Seriously, WTF is up with surface area and volume limiting how big things can grow??


Disclaimer: I did see a previous question touching on something like this but what I’m confused about was NOT addressed so hopefully this is allowed.

They say that the surface area volume ratio limits how big things can grow because surface area scales as a square while volume scales as a cube, so the ratio of volume to surface area goes up as you get bigger. Fair enough. BUT: how is this not just a matter of what units you’re using?

For example, a 1x1x1 ft cube has a surface area to volume ratio of 6sq. Ft to 1 cubic foot, so 6:1. A 1x1x1 meter cube has a ratio of 6:1 too but the units are meters. Couldn’t you always define your units so that you have a 6:1 ratio with any size of cube?

To bring it back to the actual question, wouldn’t your ratio be essentially the same no matter how big your object is? Imagine you expanded everything in the universe by the same amount but kept your unit of measurement the same, you wouldn’t suddenly hit some limit where it stops working right? Does it have something to do with the size of molecules and proteins etc? Please help I am so confused

In: 0

No, because you’ll be using the same units for both the regular size, the square, and the cube. If you use different units for each in order to get the same numbers out it doesn’t change the fundamental fact that heat production in a mammal scales with the cube while its ability to dissipate heat scales with the square, so if you double the size of the creature without making any other changes, it will tend to overheat due to producing 8x as much heat but only having 4x the surface area to get rid of it.

Creatures that don’t produce their own heat, such as lizards, don’t have the same problem, which is why dinosaurs were able to get so large. Creatures that live in the sea are also less affected because water is a much more efficient conductor of heat than air is, which is why the largest animal that has ever lived is today’s blue whale.

The surface area to volume ratio is unit-independent, yes. But that doesn’t change the physical meaning of the ratio.

Say that for each cubic foot of living matter, you need 1 pound/min of oxygen. Each square foot can provide 0.3 pounds/min through it. For your 1ft cubic organism, you can provide 6×0.3=1.8 pound/min of oxygen, which is more than the 1 pound/min needed. Good.

Let’s go to the bigger cube. 1 meter = 3.3 ft. 1 cubic meter is 3.3^3 ~ 36 cubic ft, so 36 pound/min of oxygen needed. The surface can provide 6x(3.3×3.3)x0.3 = 19.6 pound/min of oxygen. Not good.

Just playing with units doesn’t change the inherent fact that volume is what determines cellular needs/uptake, while surface area determines nutrient/gas/excretion availability/rate. Since volume scales up faster than surface area, so too does cellular demand scale up faster than nutrient/gas availability.

You seem to have a few misconceptions.

Make cubes with dice.

It has a volume of one and width height and length of one with a surface area of six. (6:1)

Make a 2x2x2 dice and it is two wide, two tall and two deep, it has a volume of eight and surface area of 24 (3:1)

3x3x3 is 3 w/d/t and volume of 27 and a surface area of 54. (2:1)

4x4x4 is 4 w/d/t, volume 64, surface 96 (1.5:1)

Kurzgesagt have a great set of videos on the size of life. I think number 2 covers this pretty well.

Yes, you could, but the physics aren’t unit dependent. The failures here come from things like “the rate at which one inhales has to grow too high for the tissues of the windpipe to survive” and “bones cannot physically support the larger weight”, and in both cases you’re talking about materials strength. Most of the structural properties of materials have units of force per area (=pressure), and area embeds your length unit into the failure point.

As an example, suppose you have a 1 meter square beam that can support 1 GN/m^(2) (i.e., 1 GPa, but I’m intentionally going to use the explicit force and area units here) of weight, with a 1 meter cube on top of it pressing down on it with that maximum of 1 GN of force. Now, double the size of everything. The cube is now 2x2x2 = 8 m^3 and has 8 times the weight, spread across 4 times the area since we scaled up the beam. That means the pressure on the beam is now 2 GN/m^(2), which is beyond its strength and the beam breaks or buckles.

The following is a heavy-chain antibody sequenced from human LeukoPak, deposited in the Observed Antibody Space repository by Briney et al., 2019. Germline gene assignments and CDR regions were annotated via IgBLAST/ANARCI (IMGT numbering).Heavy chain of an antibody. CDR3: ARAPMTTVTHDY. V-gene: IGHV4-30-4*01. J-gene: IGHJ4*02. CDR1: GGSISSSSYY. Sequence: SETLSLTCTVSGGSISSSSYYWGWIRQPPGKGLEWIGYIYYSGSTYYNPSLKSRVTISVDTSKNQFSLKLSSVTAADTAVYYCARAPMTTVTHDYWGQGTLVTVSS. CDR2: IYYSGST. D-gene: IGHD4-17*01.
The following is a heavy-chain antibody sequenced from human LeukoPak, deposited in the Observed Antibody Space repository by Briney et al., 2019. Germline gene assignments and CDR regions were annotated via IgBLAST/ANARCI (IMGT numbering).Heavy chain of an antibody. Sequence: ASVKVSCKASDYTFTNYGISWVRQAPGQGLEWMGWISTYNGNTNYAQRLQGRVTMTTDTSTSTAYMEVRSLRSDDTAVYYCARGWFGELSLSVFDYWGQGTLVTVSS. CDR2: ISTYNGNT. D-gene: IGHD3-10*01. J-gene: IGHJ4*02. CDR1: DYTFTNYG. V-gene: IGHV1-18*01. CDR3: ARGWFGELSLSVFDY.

Now, redefine new units. Introduce the splark (abbreviation sp), where 1 splark = 2 meters. The strength of our beam is now 4 GN/sp^(2). In the initial state, the cube is 1/2 spark x 1/2 splark x 1/2 splark and the area of the top of the beam is 1/4 splark^(2), and the cube still applies 1 GN of force to that 1/4 splark^(2), so it’s applying 4 GN/splark^2 – as before, it’s exactly at the limit of our streel beam. Double the length and we now have an 8 GN force from the cube now pressing down on a 1 splark by 1 splark beam, resulting in an 8 GN/splark^2 pressure and failure of the beam.

In either case, the beam fails above a volume-to-area ratio greater than (1 m^3 / 1 m^(2)) = 1 meter (the initial state), which is equivalent to ((1/8) sp^3 / (1/4) sp^(2)) = 1/2 splark. The value of the ratio embeds your unit, and the system fails at the same value (expressed in your unit of choice) regardless of measurement choice.

You’re not using units quite right. You have to compare apples to apples. Let’s use two different units to prove this:

You have a one meter cube. You double its size, and have a two meter cube. Its surface area goes from 6 square meters to 24. Its volume goes from 1 cubic meter to 8. Its volume has increased twice as much as its surface area.

Same cube, let’s use feet instead. 3.28 feet is one meter. The 1M cube has a side length of 3.28 feet. This makes for a surface area of 64.55 square feet, and a volume of 35.287 cubic feet. Scale it up, just like last time, to a side length of 6.56 feet. SA is now 258.2 square feet. Volume is 282.3 cubic feet. If we compare the two, we see that the volume has increased twice as much as the surface area.

This holds true for any unit you choose, so long as you don’t goof up the math during your conversions. The most common such error is forgetting to square during unit conversions. Example:

1 square foot = 12 square inches. This is wrong. A foot is 12 inches, so a square foot is (twelve squared) square inches, or 144 square inches.

Yes, you could. However, because they’re in different units, you would need to convert between them before you can get any meaningful information out of it. If you invent a new unit for each different edge length of a cube, then you have an infinite number of different units, and if you wanted to say anything like “cube X is twice as big as cube Y” you’d first need to re-measure cube Y using the same unit you measured cube X in.

So, a 1x1x1 ft cube does have a total surface area of 6 square feet, and a 1x1x1 meter cube has a total surface area of 6 square meters. But a 1x1x1 ft cube is also a 0.3×0.3×0.3 meter cube with a total surface area of approximately 0.55 square meters, demonstrating that this 6:1 ratio is really just an illusion of the chosen measuring system, not an actual fact of reality. Remember, units are just something we use to be able to talk and think about reality in convenient ways. Measurements aren’t real. The only real thing here is the fact that the surface area of a cube increases exponentially as you increase the edge length linearly, and this is true in every unit you use to describe a cube increasing in size.